One of the main worries about On His Own going into the race concerned his tendency to jump to his right. The most impressive performance of his career by far was when he won the Thyestes Chase at right-handed Gowran Park in January, and even when he won a good novices’ handicap chase at left-handed Ayr last April when trained by Howard Johnson, the performance was all the more commendably because he did tend to his right through the race.

On Saturday, however, he jumped straight. More than that, he seemed to relish the challenge that the big fences presented. From an unpromising position towards the rear of the field jumping the Canal Turn first time, he had made nice progress under Paul Townend to join the front rank, travelling well, by the time they arrived at Becher’s second time. Alas, he just got in too tight to the fence, landed too steeply and came down.

It was a cracking performance from an eight-year-old. He will be nine next year, the ideal age for the race, and if Willie Mullins does a Hedgehunter on him, makes next year’s Grand National his sole goal, he should arrive at Aintree next April, all going well, with a handicap mark of in or around his current mark of 148, and he would be a big player off that mark. He (40/1) and Alfie Sherrin (unquoted) are the first two horses on my 2013 Grand National list.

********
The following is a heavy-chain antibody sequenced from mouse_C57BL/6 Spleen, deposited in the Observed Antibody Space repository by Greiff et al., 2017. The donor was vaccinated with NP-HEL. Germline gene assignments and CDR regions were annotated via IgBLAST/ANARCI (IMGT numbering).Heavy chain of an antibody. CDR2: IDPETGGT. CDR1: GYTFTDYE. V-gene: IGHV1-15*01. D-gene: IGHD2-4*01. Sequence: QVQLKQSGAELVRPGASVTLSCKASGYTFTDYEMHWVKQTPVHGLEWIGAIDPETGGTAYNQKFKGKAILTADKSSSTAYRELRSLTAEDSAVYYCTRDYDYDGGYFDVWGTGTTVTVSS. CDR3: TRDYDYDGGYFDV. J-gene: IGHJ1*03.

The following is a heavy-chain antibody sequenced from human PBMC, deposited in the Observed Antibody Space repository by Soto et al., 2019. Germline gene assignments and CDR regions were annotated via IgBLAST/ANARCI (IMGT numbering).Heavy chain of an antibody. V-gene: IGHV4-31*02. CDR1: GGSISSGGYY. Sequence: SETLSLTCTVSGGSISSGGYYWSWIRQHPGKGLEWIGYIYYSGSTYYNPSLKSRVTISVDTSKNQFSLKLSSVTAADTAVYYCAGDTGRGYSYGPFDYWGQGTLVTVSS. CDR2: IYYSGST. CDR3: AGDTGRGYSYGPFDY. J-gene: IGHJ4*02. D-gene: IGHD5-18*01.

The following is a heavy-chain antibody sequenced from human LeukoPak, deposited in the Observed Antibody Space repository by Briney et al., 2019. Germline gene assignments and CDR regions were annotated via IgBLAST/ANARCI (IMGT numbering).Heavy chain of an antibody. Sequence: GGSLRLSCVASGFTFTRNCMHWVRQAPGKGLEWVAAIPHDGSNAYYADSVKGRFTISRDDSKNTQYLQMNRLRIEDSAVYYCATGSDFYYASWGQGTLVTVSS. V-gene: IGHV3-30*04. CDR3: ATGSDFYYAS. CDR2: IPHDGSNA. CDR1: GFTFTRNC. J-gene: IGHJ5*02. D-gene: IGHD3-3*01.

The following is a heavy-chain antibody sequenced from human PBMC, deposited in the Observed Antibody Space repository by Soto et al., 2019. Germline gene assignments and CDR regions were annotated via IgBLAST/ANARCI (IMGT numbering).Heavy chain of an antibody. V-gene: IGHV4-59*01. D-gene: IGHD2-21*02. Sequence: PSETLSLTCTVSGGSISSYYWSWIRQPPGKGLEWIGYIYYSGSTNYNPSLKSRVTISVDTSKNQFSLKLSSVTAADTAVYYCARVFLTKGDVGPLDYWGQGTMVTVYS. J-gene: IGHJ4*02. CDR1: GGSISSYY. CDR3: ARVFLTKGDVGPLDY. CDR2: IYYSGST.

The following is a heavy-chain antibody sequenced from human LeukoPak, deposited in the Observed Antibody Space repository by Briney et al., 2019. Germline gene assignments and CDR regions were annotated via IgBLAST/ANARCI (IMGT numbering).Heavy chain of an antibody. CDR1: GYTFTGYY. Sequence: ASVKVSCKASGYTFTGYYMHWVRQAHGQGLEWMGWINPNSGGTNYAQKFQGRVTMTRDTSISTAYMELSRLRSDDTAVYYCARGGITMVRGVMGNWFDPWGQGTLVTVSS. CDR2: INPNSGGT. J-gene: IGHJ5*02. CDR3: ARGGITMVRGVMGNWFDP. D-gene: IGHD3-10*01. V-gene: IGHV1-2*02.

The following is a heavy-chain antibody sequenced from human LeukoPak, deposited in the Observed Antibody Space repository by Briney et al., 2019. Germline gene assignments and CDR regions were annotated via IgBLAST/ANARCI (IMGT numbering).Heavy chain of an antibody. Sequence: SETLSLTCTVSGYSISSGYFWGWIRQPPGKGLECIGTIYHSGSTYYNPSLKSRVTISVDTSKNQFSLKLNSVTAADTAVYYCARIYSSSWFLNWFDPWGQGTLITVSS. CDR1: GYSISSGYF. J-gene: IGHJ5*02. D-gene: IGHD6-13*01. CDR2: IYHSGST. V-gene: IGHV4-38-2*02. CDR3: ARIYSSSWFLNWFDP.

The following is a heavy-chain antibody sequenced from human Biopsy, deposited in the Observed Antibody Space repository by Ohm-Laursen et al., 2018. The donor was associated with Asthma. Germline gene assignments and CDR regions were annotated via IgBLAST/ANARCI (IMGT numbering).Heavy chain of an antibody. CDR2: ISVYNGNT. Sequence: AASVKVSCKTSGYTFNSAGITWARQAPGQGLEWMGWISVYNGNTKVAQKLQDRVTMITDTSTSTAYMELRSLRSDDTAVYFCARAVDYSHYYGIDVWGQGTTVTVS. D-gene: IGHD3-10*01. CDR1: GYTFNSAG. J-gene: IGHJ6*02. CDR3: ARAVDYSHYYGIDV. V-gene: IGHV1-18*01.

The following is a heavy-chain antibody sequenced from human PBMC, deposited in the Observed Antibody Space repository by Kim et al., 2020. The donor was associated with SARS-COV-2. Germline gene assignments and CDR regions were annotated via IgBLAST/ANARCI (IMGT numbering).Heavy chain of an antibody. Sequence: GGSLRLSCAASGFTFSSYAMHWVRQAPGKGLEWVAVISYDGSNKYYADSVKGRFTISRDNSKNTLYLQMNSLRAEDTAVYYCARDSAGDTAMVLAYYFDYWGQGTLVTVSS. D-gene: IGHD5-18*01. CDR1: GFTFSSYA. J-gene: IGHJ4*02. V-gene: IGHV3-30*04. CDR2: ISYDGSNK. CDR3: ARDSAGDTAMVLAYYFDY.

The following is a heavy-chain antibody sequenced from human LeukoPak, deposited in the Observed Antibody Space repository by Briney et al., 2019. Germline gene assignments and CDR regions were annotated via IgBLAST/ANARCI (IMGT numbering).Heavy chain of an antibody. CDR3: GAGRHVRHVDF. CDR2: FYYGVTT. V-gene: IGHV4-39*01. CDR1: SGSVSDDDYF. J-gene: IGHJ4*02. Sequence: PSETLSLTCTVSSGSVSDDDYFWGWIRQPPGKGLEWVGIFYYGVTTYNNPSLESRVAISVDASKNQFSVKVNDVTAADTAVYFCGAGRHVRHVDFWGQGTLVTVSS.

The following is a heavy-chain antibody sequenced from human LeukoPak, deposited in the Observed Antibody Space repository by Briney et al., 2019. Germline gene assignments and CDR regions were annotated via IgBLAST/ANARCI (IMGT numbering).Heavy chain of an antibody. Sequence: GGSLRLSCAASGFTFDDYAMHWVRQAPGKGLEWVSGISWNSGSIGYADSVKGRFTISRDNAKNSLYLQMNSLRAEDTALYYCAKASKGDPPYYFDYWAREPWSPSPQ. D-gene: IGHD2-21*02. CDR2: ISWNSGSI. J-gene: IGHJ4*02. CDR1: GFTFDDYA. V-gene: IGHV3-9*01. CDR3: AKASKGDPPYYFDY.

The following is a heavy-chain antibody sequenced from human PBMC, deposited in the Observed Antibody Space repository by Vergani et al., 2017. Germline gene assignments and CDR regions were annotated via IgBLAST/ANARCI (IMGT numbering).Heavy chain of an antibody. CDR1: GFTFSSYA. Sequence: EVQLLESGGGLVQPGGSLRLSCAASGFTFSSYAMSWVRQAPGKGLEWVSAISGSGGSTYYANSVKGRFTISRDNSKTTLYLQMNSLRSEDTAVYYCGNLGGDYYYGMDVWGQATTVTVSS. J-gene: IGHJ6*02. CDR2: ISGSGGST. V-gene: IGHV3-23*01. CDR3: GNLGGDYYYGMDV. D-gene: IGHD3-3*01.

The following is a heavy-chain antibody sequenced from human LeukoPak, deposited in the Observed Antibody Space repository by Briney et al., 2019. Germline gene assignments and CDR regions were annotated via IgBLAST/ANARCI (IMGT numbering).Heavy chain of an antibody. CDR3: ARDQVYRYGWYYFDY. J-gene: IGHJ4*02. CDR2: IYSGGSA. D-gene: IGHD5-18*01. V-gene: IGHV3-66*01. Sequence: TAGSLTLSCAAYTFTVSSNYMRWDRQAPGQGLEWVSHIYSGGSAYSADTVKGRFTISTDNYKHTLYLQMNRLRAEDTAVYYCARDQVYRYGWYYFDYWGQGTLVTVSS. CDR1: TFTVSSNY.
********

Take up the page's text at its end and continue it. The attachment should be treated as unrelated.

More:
Bolger blitz

Jim Bolger has made his traditional flying start to the season, putting clear daylight between himself and his pursuers in the trainers’ championship. The trainer’s horses continue to be under-rated, mind you, as evidenced by the fact that the exciting home-bred Light Heavy was allowed drift to 3/1 third favourite before putting up a really likeable performance to win the Ballysax Stakes at Leopardstown on Sunday, and by the fact that, if you had bet €1 on all Bolger’s runners this season so far, you would be showing a net profit of €28.16. The only other trainer in the top 10 who is showing a level stakes profit for the season to date is David Wachman, with a strike rate of 25% and a level-stakes profit of €13.38.

Scottish King

Fresh from success in the Eider Chase at Newcastle in February, Maurice Phelan is off to Ayr this afternoon with Portrait King, and he has a huge chance of following up.

No seven-year-old has won the Scottish National since Gingembre in 2001, but plenty of youngsters have been placed, and the son of Portrait Gallery proved his stamina and his strength in winning the Eider, and in beating subsequent National Hunt Chase fourth Up The Beat in Punchestown’s Grand National Trial in early February.

The handicapper has raised him 9lb for his Eider win, and you would have liked to have seen the race work out a little better than it has so far, but he won with so much in hand that day, and he has such a progressive profile, that there is every chance he will be able to take that type of hike in his stride. Ayr is not wholly dissimilar to Newcastle, as a galloping, relatively flat left-handed track with a long home straight, and the rain that they are having north of the border is a positive, as is the booking of Denis O’Regan again. All looks set for another big run.

© The Irish Field, 21st April 2012